Author Archives: Daryl Densford

In Flanders Fields

While in the United States, poppies are traditionally worn on Memorial Day, in many of the British Commonwealth countries, they are worn on Remembrance Day, 11 November, to commemorate the end of WW1. Here’s the story of the poem that began the drive toward the adoption of the poppy as a symbol of remembrance.

The Chaplain Kit

IN FLANDERS FIELDS POEM
The World’s Most Famous WAR MEMORIAL POEM
By Lieutenant Colonel John McCrae

In Flanders fields the poppies blow
Between the crosses, row on row,
That mark our place: and in the sky
The larks still bravely singing fly
Scarce heard amid the guns below.

We are the dead: Short days ago,
We lived, felt dawn, saw sunset glow,
Loved and were loved: and now we lie
In Flanders fields!

Take up our quarrel with the foe
To you, from failing hands, we throw
The torch: be yours to hold it high
If ye break faith with us who die,
We shall not sleep, though poppies grow
In Flanders fields

(Composed at the battlefront on May 3, 1915
during the second battle of Ypres, Belgium)

On May 2, 1915, John McCrae’s close friend and former student Alexis Helmer was killed by a German shell. That evening, in…

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A Chaplain’s Reflection on 9/11

Many men and women joined the military following -and because of- the attack on the United States on 11 September 2001. There are many stories that came out of the 9/11 attacks, here’s one chaplain’s…

The Chaplain Kit

September 11, 2001 began like any other day for me. I wasn’t a chaplain yet, but was a pastor at a civilian church in Upstate New York. It was a Tuesday, so I was meeting with men from the church for breakfast at the Corner Cafe just a few miles down State Highway 96 from my church in Clifton Springs, New York.

The breakfast for us was uneventful.  As I recall, there were just a few who showed up this particular week, but we enjoyed a great breakfast and good conversation as we always did. Eventually it was down to just Cliff and I finishing our coffee before we left, when another patron mentioned that a plane had run into the World Trade Center. I found that a bit hard to believe and Cliff and I exchanged looks of disbelief. I finished my coffee and headed home, only mildly curious what may…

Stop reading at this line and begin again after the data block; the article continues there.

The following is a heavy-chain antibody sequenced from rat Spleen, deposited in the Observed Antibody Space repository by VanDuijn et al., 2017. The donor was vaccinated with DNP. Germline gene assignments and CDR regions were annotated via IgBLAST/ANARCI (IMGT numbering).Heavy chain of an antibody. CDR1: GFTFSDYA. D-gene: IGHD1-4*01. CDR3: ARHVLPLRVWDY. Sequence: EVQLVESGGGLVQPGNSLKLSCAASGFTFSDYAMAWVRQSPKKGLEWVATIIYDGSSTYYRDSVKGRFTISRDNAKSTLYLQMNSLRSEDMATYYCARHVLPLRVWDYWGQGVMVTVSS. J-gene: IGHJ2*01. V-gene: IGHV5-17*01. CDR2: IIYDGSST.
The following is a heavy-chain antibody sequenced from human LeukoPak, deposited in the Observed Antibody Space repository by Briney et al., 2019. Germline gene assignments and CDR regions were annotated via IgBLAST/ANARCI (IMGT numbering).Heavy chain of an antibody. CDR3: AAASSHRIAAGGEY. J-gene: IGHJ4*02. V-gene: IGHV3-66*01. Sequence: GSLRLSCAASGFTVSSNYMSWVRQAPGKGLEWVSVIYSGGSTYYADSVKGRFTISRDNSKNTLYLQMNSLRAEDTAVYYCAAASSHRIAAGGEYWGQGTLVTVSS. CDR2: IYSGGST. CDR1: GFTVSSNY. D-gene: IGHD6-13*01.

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A Prayer of Benediction for Chaplain Dale Goetz

Nine years ago (30 August 2010), Chaplain Dale Goetz was killed in Afghanistan ministering to his Soldiers. Not wanting to forget his sacrifice, I’m reposting this short prayer I prayed at a Memorial Ceremony for him at the U.S. Army Chaplain Center and School.

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FT. JACKSON, SC (3 Sep 10) – Recently, the Chaplain Corps lost one of its finest chaplains, Chaplain (CPT) Dale Goetz, in Afghanistan. We received the news here at the Chaplain School while attending the Chaplain Captain’s Career Course. Since many of us knew Dale, and the rest of us felt the camaraderie of a “Brother in Arms,” we felt it appropriate to have a Memorial Service for him. My part was to pray the benediction. As I prepared the prayer, I felt very impressed that Dale needed to be remembered. His sacrifice needed to be remembered. As I post it here, I pray it again . . .

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Our most Gracious God and Father,

We thank you for your presence and love which helps us to endure through difficult times. We thank you for moments like these when we don’t have to be alone but can gather among brothers and sisters in the faith. We thank you for the peace that you have brought us today, your peace—that can exist within us even when all around us there is no peace.

As much as you comfort us who have gathered here today, we pray that in an even greater measure you will comfort Dale’s family, especially his wife Christy and their three sons Landon, Caleb and Joel. Be for them all that they need you to be just now and continue to provide for them in every way in the days, weeks, months and years ahead that they face life without their husband, father and son.

Finally Lord, we pray that you will bring real peace to our land, so that we can rest in safety and comfort and not have to send our sons and daughters into harm’s way. Bring to us, we humbly ask you, the time when parents don’t have to grieve the loss of their children killed in war; hasten the day when spouses don’t have to say goodbye to their loved ones because they serve their country; provide for us, dear Father, a world whose children do not have to grow up fatherless because of the sin that envelopes us; and be victorious, Almighty God, over the Evil One, establish your Kingdom on Earth finally and forever, that we may enjoy your loving and peaceful presence for all eternity.